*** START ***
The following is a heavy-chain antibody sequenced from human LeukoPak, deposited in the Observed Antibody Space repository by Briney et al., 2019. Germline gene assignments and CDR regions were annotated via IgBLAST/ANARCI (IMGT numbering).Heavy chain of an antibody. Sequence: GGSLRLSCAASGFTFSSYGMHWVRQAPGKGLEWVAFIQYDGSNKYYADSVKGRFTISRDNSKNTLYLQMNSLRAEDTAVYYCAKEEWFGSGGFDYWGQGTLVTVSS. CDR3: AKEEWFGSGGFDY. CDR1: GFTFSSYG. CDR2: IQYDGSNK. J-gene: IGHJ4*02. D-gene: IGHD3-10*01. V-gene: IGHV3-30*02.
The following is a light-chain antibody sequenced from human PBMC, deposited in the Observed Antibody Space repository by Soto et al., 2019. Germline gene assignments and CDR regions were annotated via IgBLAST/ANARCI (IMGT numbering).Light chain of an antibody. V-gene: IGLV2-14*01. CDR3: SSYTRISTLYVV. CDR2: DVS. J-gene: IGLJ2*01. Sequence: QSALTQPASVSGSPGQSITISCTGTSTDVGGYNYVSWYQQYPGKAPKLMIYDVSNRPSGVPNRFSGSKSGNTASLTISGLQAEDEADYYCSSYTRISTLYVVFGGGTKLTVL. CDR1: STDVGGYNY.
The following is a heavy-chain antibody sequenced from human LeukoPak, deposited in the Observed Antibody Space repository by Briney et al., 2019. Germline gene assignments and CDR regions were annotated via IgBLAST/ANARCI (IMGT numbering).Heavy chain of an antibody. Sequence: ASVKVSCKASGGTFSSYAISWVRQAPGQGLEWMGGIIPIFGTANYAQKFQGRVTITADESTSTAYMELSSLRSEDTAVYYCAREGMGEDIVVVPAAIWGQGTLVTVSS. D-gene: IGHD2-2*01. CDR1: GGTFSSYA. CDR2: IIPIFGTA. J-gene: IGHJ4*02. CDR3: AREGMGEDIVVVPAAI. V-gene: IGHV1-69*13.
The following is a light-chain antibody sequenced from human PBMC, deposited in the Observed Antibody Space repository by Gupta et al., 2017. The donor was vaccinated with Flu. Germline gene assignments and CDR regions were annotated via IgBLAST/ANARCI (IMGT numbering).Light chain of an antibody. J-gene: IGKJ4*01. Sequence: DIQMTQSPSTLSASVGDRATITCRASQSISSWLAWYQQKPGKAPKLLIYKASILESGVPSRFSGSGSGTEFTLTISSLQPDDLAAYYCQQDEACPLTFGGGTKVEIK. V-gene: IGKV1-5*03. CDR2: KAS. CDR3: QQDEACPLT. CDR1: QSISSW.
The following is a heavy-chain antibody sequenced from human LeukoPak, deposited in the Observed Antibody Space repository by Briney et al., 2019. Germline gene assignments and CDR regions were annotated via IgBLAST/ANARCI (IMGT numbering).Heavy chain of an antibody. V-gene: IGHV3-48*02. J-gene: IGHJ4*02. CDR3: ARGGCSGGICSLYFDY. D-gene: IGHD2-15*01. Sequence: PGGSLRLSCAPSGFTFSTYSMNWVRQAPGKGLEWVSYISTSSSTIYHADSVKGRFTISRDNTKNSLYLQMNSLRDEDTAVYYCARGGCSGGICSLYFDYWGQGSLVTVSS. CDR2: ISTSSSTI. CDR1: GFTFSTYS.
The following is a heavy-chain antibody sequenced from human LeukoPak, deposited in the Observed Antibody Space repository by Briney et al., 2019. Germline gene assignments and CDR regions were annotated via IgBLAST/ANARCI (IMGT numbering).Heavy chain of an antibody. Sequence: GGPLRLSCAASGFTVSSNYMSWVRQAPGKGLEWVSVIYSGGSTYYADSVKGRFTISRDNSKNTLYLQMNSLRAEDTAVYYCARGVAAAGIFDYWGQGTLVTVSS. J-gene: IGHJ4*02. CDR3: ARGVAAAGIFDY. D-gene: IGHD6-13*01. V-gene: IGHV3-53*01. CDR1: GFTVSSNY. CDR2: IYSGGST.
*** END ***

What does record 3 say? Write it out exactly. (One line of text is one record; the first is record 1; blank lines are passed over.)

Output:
The following is a heavy-chain antibody sequenced from human LeukoPak, deposited in the Observed Antibody Space repository by Briney et al., 2019. Germline gene assignments and CDR regions were annotated via IgBLAST/ANARCI (IMGT numbering).Heavy chain of an antibody. Sequence: ASVKVSCKASGGTFSSYAISWVRQAPGQGLEWMGGIIPIFGTANYAQKFQGRVTITADESTSTAYMELSSLRSEDTAVYYCAREGMGEDIVVVPAAIWGQGTLVTVSS. D-gene: IGHD2-2*01. CDR1: GGTFSSYA. CDR2: IIPIFGTA. J-gene: IGHJ4*02. CDR3: AREGMGEDIVVVPAAI. V-gene: IGHV1-69*13.